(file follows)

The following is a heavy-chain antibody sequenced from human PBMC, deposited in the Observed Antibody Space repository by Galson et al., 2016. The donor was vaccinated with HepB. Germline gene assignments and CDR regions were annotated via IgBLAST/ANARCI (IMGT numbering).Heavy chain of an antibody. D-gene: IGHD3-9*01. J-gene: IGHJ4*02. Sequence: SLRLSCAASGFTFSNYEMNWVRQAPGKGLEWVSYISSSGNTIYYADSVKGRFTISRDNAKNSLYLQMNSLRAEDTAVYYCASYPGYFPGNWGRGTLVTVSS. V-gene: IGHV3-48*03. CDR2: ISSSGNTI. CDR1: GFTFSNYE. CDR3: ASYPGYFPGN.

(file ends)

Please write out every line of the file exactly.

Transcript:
The following is a heavy-chain antibody sequenced from human PBMC, deposited in the Observed Antibody Space repository by Galson et al., 2016. The donor was vaccinated with HepB. Germline gene assignments and CDR regions were annotated via IgBLAST/ANARCI (IMGT numbering).Heavy chain of an antibody. D-gene: IGHD3-9*01. J-gene: IGHJ4*02. Sequence: SLRLSCAASGFTFSNYEMNWVRQAPGKGLEWVSYISSSGNTIYYADSVKGRFTISRDNAKNSLYLQMNSLRAEDTAVYYCASYPGYFPGNWGRGTLVTVSS. V-gene: IGHV3-48*03. CDR2: ISSSGNTI. CDR1: GFTFSNYE. CDR3: ASYPGYFPGN.